How the government failed in a criminal case against former Boeing chief technical pilot Mark Forkner
The Justice Department’s case against Mark Forkner, the only Boeing employee charged with a crime after the two fatal 737 Max crashes, was largely based on lengthy instant message exchanges with a Boeing colleague.
His documented remarks were by turns profane and insulting, and deeply shocking when made public. Most damning suggested he was aware of a design change Boeing made late in the program to the plane’s new flight control system – a critical change he was accused of hiding.
Yet his trial in Fort Worth ended quickly last week after less than four days. With only one defense witness testifying, the jury found Forkner not guilty less than two hours after the two sides closed their case.
Prosecution testimony from a senior Boeing engineer failed to convince the jury that Forkner really knew the details of the flight control change.
While others at Boeing were certainly aware of the change and none pointed to its significance to the Federal Aviation Administration or the airlines, Forkner’s verdict likely marks the end of criminal proceedings against Boeing or his employees.
“Unfortunately, prosecutors sometimes try to find someone to blame,” David Gerger, one of Forkner’s defense attorneys, said in an interview. “When there’s a huge corporate and regulatory failure and they blame someone mid-level, you just have to wonder if justice is really being served.”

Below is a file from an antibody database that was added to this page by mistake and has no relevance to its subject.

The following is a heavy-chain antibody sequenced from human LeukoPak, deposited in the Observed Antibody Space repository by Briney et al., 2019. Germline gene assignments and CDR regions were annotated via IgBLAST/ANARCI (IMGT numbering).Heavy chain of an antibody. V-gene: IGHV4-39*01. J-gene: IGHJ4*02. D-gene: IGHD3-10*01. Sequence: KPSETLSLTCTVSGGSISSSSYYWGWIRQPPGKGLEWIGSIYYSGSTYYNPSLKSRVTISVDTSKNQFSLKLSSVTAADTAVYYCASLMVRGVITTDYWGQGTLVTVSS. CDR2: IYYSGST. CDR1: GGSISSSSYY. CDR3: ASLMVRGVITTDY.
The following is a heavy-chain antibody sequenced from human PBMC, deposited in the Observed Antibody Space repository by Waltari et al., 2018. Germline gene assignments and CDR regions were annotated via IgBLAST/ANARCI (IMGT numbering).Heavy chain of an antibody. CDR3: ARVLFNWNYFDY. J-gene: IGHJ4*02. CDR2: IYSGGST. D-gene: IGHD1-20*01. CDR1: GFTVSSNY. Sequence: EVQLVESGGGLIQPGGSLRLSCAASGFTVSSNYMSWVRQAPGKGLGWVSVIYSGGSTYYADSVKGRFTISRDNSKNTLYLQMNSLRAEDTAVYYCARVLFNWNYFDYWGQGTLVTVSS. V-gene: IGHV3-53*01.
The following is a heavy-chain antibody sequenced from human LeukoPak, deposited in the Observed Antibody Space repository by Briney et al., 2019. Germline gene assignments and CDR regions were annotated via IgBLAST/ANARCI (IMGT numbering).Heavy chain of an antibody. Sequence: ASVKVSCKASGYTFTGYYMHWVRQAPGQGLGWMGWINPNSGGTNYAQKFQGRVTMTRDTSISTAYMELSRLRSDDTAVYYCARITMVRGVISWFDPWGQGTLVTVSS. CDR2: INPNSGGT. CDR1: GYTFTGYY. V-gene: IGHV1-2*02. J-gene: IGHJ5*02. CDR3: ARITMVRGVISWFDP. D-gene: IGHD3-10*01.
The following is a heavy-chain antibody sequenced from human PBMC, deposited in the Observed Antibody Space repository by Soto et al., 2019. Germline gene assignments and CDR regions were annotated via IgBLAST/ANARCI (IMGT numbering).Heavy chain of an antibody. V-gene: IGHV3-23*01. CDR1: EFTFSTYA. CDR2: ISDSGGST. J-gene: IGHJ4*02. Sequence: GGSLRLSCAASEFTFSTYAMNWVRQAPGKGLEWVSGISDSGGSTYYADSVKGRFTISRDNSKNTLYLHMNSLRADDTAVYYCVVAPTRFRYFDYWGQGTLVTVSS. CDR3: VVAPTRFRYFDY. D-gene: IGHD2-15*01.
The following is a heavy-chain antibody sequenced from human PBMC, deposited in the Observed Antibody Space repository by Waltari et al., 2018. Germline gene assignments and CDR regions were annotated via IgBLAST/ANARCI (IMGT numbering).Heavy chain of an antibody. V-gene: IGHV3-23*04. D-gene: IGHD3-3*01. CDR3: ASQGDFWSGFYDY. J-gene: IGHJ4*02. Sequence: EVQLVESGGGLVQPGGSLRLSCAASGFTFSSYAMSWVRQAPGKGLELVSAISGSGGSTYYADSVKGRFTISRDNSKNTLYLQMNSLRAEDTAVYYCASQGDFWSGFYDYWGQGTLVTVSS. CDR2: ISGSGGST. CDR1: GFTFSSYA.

In the wake of Max’s two fatal accidents, Forkner’s vodka-fueled and disreputable late-night text exchanges with his deputy Patrik Gustavsson had cast him as a villain in the public eye.
In these private exchanges, he mocked and insulted federal regulators, airline officials, suppliers and his own colleagues by calling them idiots, clowns or monkeys.
He called FAA engineers listening to a technical presentation like “dogs watching television.”
More egregiously, he recounted how he pressured Lion Air officials in Indonesia to drop a request that their pilots all receive full flight simulator training for the Max and turned them down. like “idiots” for even asking. Tragically, Max’s first crash was a Lion Air jet.
The prosecution pulled out comments that showed he felt intense pressure to cut costs from his bosses at Boeing and suggested that this motivated him to withhold information.
Yet experts in the aviation community have long viewed Forkner as a scapegoat.
One piece of evidence the defense prepared but did not need to use was a Powerpoint presentation given by an FAA test pilot who said Forkner’s indictment “is not only incorrect and erroneous, it diverts the true lessons”.